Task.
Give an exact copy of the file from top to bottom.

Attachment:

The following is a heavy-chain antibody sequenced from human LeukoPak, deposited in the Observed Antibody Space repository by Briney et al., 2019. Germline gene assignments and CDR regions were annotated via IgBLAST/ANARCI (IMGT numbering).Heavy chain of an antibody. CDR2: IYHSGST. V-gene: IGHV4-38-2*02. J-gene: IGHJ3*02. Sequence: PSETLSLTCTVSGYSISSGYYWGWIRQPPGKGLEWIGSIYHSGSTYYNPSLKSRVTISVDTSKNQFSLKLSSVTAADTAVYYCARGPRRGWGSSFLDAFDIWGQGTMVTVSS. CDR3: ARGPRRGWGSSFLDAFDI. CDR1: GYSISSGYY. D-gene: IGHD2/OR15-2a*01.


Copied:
The following is a heavy-chain antibody sequenced from human LeukoPak, deposited in the Observed Antibody Space repository by Briney et al., 2019. Germline gene assignments and CDR regions were annotated via IgBLAST/ANARCI (IMGT numbering).Heavy chain of an antibody. CDR2: IYHSGST. V-gene: IGHV4-38-2*02. J-gene: IGHJ3*02. Sequence: PSETLSLTCTVSGYSISSGYYWGWIRQPPGKGLEWIGSIYHSGSTYYNPSLKSRVTISVDTSKNQFSLKLSSVTAADTAVYYCARGPRRGWGSSFLDAFDIWGQGTMVTVSS. CDR3: ARGPRRGWGSSFLDAFDI. CDR1: GYSISSGYY. D-gene: IGHD2/OR15-2a*01.